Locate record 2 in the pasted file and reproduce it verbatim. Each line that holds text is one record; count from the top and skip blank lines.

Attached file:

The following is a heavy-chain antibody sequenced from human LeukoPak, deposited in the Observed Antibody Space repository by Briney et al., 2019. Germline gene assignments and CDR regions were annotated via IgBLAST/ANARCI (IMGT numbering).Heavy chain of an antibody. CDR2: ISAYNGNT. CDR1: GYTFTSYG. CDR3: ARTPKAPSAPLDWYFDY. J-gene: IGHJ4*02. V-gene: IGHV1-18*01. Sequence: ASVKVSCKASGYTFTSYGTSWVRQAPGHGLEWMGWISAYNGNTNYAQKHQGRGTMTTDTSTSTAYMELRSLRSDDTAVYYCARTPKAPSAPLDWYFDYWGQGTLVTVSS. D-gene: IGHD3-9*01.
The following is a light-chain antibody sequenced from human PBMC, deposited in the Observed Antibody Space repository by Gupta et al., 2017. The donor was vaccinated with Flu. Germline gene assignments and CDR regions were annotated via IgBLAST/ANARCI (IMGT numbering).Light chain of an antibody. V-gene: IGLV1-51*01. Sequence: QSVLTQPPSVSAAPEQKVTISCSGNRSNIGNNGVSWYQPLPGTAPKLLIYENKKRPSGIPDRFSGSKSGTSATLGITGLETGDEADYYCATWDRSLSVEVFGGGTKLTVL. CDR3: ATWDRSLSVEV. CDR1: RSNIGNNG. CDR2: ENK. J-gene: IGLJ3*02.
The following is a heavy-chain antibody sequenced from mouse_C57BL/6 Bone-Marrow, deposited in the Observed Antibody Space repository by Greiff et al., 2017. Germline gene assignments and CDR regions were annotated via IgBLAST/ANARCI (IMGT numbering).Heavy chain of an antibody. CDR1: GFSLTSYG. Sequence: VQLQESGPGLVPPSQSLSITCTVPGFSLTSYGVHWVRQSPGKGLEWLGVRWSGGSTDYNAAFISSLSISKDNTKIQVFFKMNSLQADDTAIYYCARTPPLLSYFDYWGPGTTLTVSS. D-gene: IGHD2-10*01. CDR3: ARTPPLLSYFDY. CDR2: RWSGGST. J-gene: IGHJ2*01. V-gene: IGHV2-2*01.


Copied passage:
The following is a light-chain antibody sequenced from human PBMC, deposited in the Observed Antibody Space repository by Gupta et al., 2017. The donor was vaccinated with Flu. Germline gene assignments and CDR regions were annotated via IgBLAST/ANARCI (IMGT numbering).Light chain of an antibody. V-gene: IGLV1-51*01. Sequence: QSVLTQPPSVSAAPEQKVTISCSGNRSNIGNNGVSWYQPLPGTAPKLLIYENKKRPSGIPDRFSGSKSGTSATLGITGLETGDEADYYCATWDRSLSVEVFGGGTKLTVL. CDR3: ATWDRSLSVEV. CDR1: RSNIGNNG. CDR2: ENK. J-gene: IGLJ3*02.